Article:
In late July police officers in Enfield, Ct. wanted to arrest one of their own, Matthew Worden, and charge him with assault and fabricating evidence related to his beating a man, Mark Maher, he claimed was resisting arrest (on charges eventually dropped). Although the incident was caught on dashcam, the state's attorney rejected the department's request for an arrest warrant against Worden because the video was "extremely difficult to keep up with." You can watch the video here.
Neverthleess, the police investigation into the incident, at the town's April boat launch, continued, and last week Worden was fired. The Hartford Courant reports:
"The police department conducted a very fair, thorough, exhaustive investigation and we believe the proper conclusion—the termination of Officer Worden—has been reached in this case," Sferrazza said.
The chief said the internal affairs report was reviewed by two captains and Deputy Chief Gary Collins who all agreed that Worden should be fired. Sferrazza said he also agreed that Worden needed to be fired for his actions on April 1.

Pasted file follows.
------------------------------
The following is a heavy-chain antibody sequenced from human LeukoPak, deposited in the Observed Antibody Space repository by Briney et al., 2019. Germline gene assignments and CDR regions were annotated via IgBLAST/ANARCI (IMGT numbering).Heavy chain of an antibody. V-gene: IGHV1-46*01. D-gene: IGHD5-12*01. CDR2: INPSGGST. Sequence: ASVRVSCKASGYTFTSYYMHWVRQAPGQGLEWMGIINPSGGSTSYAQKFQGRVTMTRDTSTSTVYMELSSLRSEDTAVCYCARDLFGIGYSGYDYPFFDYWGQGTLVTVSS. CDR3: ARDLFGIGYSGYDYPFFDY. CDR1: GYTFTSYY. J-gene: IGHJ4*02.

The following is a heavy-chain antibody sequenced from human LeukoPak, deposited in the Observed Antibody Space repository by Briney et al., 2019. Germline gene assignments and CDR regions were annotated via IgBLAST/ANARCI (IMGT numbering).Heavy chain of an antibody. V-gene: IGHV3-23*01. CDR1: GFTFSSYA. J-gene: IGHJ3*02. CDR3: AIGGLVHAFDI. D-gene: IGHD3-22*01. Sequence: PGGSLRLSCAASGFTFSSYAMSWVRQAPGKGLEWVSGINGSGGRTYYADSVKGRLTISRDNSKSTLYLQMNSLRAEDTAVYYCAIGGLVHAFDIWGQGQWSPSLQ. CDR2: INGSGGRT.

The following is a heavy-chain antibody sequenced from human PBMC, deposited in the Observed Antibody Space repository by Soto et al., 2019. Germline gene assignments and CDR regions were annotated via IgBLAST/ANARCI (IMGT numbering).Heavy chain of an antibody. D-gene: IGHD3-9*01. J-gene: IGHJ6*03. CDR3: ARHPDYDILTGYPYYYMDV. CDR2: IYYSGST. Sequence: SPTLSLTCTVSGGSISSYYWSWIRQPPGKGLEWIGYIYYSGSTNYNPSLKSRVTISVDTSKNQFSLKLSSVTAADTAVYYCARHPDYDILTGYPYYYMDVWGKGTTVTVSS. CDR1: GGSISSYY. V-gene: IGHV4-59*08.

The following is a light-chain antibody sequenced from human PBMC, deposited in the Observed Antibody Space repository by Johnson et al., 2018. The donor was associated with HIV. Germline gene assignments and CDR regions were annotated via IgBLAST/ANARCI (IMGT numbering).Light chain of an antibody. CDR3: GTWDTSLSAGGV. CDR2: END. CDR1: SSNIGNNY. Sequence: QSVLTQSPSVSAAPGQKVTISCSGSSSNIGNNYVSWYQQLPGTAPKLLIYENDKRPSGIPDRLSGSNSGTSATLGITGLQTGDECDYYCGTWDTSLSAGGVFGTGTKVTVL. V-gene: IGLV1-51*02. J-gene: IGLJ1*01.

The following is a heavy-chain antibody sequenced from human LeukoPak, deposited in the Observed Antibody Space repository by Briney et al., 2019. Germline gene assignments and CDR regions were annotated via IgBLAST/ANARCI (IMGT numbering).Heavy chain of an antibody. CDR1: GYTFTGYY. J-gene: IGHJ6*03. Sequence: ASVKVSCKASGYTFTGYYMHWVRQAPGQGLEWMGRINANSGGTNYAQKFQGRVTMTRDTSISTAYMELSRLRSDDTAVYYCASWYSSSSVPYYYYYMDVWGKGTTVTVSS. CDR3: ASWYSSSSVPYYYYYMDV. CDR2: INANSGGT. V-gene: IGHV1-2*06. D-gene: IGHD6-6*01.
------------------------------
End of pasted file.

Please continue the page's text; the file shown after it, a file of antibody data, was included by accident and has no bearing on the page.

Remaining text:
Sferrazza said that he doesn't want Worden's actions to taint the entire department.
"We have 99 sworn police officers who responded to 50,000 calls last year alone and we have had only 16 citizens complaints in the past three years," Sferrazza said. "I would ask that residents of the community not allow this unprecedented incident to overshadow the fine work done by the men and women of our department."
Worden had been the target of 14 complaints in the last seven years, and has one more investigation pending. The city of Enfield has recieved eight notices of intent to sue based on accusations against the cop. Worden can appeal the decision to a labor board, according to Sferraza, who confirmed to us that as far as the department was concerned Worden was terminated.
Two other cops were suspended for their role in the incident, helping Worden. One of them signed a "last chance" agreement that means he'll be fired and forfeit his right to appeal termination if an internal investigation upholds another claim of police brutality against him in the next five years.